News, views and commentary from the telecoms sector across emerging markets and developing countries worldwide

Saturday, 14 November 2009

Aptilo Networks positive about prospects for WiMAX in developing countries

Johan Terve, Aptilo Networks:
good opportunities for WiMAX in emerging markets

DevelopingTelecomsWatch was a proud media partner of this year's iteration of the annual Africa Com conference and exhibition held in Cape Town. The event concluded on Thursday this week, wrapping up two days of discussions and networking among the continent's telecoms operators and their business partners from the vendor and systems integrator communities.

One theme explored in some detail at the conference - via a special breakout session - was the question of to what extent WiMAX is gaining traction in Africa.

With this in mind, DTW spoke this week with Johan Terve, VP Marketing at Aptilo Networks, a supplier of pre-integrated management solutions for control of billing, user services and access in WiMAX and Wi-Fi networks. Aptilo Networks had a presence at Africa Com so we were keen to get a sense of whether this was indicative of an upbeat view of the scale of the WiMAX opportunity in Africa - and across developing countries and emerging markets more generally.

For proponents of WiMAX, the emerging markets opportunity may grow in importance - certainly if we are to believe bleak analyses of the technology's ongoing prospects in more developed economies. One such comes from Terry Norman of consulting and research firm Analysys Mason, who in August predicted a difficult time ahead for equipment makers.

Norman believes that "over the last two or three years, WiMAX has gained a strong foothold in developing countries in which there is a need for broadband, but the fixed infrastructure is poor." He feels, however, that these markets offer insufficient growth potential and size "to sustain continued investment from such heavyweights as Cisco Systems, Intel and Motorola without additional sales in the developed markets". Therein lies a problem, argues Norman, because "in the developed markets of Europe and the USA, we see some early signs of a difficult future for WiMAX."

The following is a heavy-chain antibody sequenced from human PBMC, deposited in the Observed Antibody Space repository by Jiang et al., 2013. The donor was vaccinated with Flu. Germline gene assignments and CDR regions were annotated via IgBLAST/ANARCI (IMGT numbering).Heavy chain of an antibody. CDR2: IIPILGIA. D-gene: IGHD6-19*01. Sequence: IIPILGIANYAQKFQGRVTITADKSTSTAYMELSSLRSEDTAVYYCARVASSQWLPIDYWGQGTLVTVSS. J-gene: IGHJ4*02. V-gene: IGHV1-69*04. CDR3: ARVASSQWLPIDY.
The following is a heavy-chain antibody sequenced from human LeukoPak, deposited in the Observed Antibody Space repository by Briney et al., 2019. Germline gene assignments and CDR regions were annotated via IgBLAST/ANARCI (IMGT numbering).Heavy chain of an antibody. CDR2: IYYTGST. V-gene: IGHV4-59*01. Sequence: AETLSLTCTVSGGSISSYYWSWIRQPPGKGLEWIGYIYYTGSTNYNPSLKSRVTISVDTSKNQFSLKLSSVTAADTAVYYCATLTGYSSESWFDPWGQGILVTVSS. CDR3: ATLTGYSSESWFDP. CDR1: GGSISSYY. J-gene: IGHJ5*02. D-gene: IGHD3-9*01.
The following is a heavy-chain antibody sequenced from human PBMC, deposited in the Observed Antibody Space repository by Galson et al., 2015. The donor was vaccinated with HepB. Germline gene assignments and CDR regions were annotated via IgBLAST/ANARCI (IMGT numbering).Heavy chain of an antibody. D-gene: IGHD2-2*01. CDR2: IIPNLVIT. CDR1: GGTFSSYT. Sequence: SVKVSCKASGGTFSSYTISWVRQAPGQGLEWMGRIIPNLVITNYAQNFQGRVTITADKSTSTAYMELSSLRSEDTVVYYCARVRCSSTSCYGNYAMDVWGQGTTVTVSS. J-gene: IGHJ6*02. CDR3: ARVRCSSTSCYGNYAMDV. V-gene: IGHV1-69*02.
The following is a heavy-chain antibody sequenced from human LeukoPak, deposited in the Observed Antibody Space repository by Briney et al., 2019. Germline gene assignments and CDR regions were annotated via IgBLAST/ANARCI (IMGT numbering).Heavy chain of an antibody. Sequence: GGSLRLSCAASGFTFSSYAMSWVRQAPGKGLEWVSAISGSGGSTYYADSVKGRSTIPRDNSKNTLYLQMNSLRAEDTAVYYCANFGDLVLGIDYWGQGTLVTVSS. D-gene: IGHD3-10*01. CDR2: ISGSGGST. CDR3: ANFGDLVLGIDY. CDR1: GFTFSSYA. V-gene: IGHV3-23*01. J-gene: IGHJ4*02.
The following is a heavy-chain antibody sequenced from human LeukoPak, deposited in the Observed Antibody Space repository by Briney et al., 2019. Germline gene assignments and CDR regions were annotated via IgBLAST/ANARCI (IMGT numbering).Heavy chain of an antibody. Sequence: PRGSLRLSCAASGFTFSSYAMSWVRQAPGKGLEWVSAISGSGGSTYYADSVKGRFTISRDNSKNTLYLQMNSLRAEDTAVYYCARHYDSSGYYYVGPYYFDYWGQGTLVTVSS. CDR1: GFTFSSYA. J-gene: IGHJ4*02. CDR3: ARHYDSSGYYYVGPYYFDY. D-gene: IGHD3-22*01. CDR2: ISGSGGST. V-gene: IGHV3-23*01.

One difficulty could be any reluctance on the part of of leading mobile operators to deploy the technology. Terry Norman writes that in developed European markets, operators are almost certainly upgrading their 3G technologies to 4G LTE in order to match the rising demand for data. Norman draws a connection between leading no leading MNOs hinting that they might adopt WiMAX and the idea that "LTE is imminent."

Johan Terve rejects the notion of that it being "too late" for WiMAX in developed markets. Terve feels that such language would suggest that "this is a race with a single winner". He believes the opposite to be true and that both WiMAX and LTE will co-exist just like xDSL and fiber do in the wired broadband world.

While Terry Norman of Analysys Mason was downbeat about the growth prospects for WiMAX in Europe and US but sounding somewhat positive about the case for the technology in emerging markets, some analysts are more cautious even about the latter opportunity.

A Cellular News article published last month asks whether there really is a big market for WiMAX in the developing countries. The article is built around opinions recently expressed by industry watchers Ovum, who find "that the confluence of several factors including technology cost, coverage, vendor support and service provider choices will limit WiMAX to only a niche technology in the emerging markets, forming part of established fixed and mobile operators' broader broadband access portfolios."